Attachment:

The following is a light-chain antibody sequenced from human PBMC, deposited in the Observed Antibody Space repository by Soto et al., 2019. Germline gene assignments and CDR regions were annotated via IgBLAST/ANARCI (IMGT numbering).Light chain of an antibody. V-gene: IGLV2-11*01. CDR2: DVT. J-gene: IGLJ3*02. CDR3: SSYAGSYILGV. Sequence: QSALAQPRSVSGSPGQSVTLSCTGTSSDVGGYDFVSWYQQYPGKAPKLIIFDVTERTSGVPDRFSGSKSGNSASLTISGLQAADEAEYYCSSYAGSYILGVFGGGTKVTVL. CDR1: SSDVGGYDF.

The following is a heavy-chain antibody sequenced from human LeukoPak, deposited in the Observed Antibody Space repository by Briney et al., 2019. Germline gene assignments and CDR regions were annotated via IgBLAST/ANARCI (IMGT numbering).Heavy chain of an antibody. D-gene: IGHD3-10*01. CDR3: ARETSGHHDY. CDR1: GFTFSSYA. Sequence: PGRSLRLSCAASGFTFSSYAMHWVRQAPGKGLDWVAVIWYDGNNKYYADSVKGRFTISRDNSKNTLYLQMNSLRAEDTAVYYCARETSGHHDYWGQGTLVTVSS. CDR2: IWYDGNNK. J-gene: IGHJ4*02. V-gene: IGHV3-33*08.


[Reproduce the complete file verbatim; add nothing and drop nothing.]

The following is a light-chain antibody sequenced from human PBMC, deposited in the Observed Antibody Space repository by Soto et al., 2019. Germline gene assignments and CDR regions were annotated via IgBLAST/ANARCI (IMGT numbering).Light chain of an antibody. V-gene: IGLV2-11*01. CDR2: DVT. J-gene: IGLJ3*02. CDR3: SSYAGSYILGV. Sequence: QSALAQPRSVSGSPGQSVTLSCTGTSSDVGGYDFVSWYQQYPGKAPKLIIFDVTERTSGVPDRFSGSKSGNSASLTISGLQAADEAEYYCSSYAGSYILGVFGGGTKVTVL. CDR1: SSDVGGYDF.

The following is a heavy-chain antibody sequenced from human LeukoPak, deposited in the Observed Antibody Space repository by Briney et al., 2019. Germline gene assignments and CDR regions were annotated via IgBLAST/ANARCI (IMGT numbering).Heavy chain of an antibody. D-gene: IGHD3-10*01. CDR3: ARETSGHHDY. CDR1: GFTFSSYA. Sequence: PGRSLRLSCAASGFTFSSYAMHWVRQAPGKGLDWVAVIWYDGNNKYYADSVKGRFTISRDNSKNTLYLQMNSLRAEDTAVYYCARETSGHHDYWGQGTLVTVSS. CDR2: IWYDGNNK. J-gene: IGHJ4*02. V-gene: IGHV3-33*08.